IT professionals – how to mitigate against heightened exposures following cyber attacks

A rise in claims against IT professionals has been observed in the wake of more frequent cyber breaches, leading to allegations of inadequate cyber resilience strategies and poor service quality.

Insurers tend to classify IT professionals as those who create, maintain, repair, and install software and hardware within organisations. It is quite a broad classification encompassing a range of businesses involved in fields such as cybersecurity, software or hardware development, data, telecommunications, consulting services, and emerging industries like artificial intelligence and food technology.

Industries such as construction and finance – among others – often rely on using IT systems and IT consultants/contractors for their daily operations (online bank accounts, cloud storage systems, construction technology, etc) and are especially susceptible to a range of cyber and technological threats that are both targeted and non-targeted. This requires IT professionals to be extra vigilant regarding cyber security and technology testing to avoid legal and financial risk.

The threats IT businesses face can be divided between either criminal or general threats:
  • Criminal threats usually involve cyber breaches resulting in the theft, manipulation or ransom of finances, assets, or data from the business; other forms of criminal threats include physical security breaches or even staff deceitfulness.

  • General threats include non-targeted aspects such as system failures, human error, natural disasters, or viruses.

For IT businesses to avoid these threats and ensure they are not put in financial turmoil through costly compensation and recuperation costs should a claim occur, they must proactively ensure that they have the appropriate security measures in place, coupled with effective cyber and technology resilience strategies.

Depending on your businesses exposure, we may suggest one or both of the following policies:
  • IT Liability insurance - generally provides cover for failure of IT related services and advice, any infringement on trademark, copywrite, or registered design, economic loss from errors or omissions, and personal injury and property damage.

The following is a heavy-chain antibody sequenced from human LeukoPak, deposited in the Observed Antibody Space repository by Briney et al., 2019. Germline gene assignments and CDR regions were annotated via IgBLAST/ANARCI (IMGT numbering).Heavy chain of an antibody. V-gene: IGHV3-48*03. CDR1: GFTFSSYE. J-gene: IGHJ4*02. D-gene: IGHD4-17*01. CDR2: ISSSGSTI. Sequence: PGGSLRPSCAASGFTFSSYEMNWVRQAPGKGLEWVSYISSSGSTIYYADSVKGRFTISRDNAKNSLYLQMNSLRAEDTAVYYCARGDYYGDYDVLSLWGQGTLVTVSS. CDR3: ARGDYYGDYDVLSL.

• Cyber Liability insurance - provides cover for the expenses incurred after a cyber incident, where data may have been breached and intellectual property stolen or damaged.
Claims examples
Some industry relevant claims examples include:
  • A software company was contracted to automate a business’s operations, which involved transferring their files and contacts onto a new system. Due to human error from one of the software developers, the businesses data was accidentally deleted during the transferring process, and the software company was sued. An IT liability policy would cover the damages expense in this claim.

  • An IT security systems company was contracted to install a new security system (including cameras) and consult on how best to use IT to improve the overall secureness of a warehouse site. After a week, the owner of the warehouse discovered that it had been physically broken into; when he went to check the cameras footage, he discovered that the online data storage system had failed to save footage past the third day due to an inherent systems error. The claim brought against the IT security systems company would be covered by an ITL policy.

  • A computer software development company designing a new product has a cyber breach, and losses much of its data. A cyber liability policy would cover the damages this would cause the business and help it recuperate for lost profits.

  • A data services company is responsible for storing and safeguarding data for a range of companies on a cloud system. Due to poor cyber resilience, much of the data is stolen during a cyber breach, and a class-action ensued against the IT company because it failed to take certain basic preventative steps to protect the data. An ITL would cover these claims.

Risk management and cyber resilience strategies must also be used to better safeguard positive outcomes both for clients and IT professionals alike. Things such as multi-factor authentication for access into systems, regular data backups, cyber incident protocols and rigorous technology testing are all examples of approaches that can be taken to minimise a range of criminal and general IT threats.

For further information or advice relating to risk management for IT professionals, please contact us via the form below.

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